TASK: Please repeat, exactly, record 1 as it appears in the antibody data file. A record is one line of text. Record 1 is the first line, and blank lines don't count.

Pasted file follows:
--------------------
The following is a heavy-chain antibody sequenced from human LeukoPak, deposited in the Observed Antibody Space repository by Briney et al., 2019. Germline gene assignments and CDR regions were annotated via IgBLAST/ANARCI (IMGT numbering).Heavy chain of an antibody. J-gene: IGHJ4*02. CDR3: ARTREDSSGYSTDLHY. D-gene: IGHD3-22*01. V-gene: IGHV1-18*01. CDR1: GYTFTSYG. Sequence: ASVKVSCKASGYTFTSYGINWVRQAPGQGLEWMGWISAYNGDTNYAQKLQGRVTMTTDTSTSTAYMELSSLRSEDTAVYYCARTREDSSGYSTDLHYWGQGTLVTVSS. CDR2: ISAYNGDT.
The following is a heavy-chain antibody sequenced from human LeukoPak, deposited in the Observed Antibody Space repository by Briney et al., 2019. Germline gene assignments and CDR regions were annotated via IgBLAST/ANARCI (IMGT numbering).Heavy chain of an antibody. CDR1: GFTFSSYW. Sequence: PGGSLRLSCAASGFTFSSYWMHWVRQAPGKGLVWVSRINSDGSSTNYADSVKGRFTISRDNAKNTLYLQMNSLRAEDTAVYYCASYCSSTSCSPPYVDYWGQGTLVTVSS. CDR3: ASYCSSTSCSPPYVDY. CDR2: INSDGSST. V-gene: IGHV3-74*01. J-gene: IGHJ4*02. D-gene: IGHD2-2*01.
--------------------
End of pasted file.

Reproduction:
The following is a heavy-chain antibody sequenced from human LeukoPak, deposited in the Observed Antibody Space repository by Briney et al., 2019. Germline gene assignments and CDR regions were annotated via IgBLAST/ANARCI (IMGT numbering).Heavy chain of an antibody. J-gene: IGHJ4*02. CDR3: ARTREDSSGYSTDLHY. D-gene: IGHD3-22*01. V-gene: IGHV1-18*01. CDR1: GYTFTSYG. Sequence: ASVKVSCKASGYTFTSYGINWVRQAPGQGLEWMGWISAYNGDTNYAQKLQGRVTMTTDTSTSTAYMELSSLRSEDTAVYYCARTREDSSGYSTDLHYWGQGTLVTVSS. CDR2: ISAYNGDT.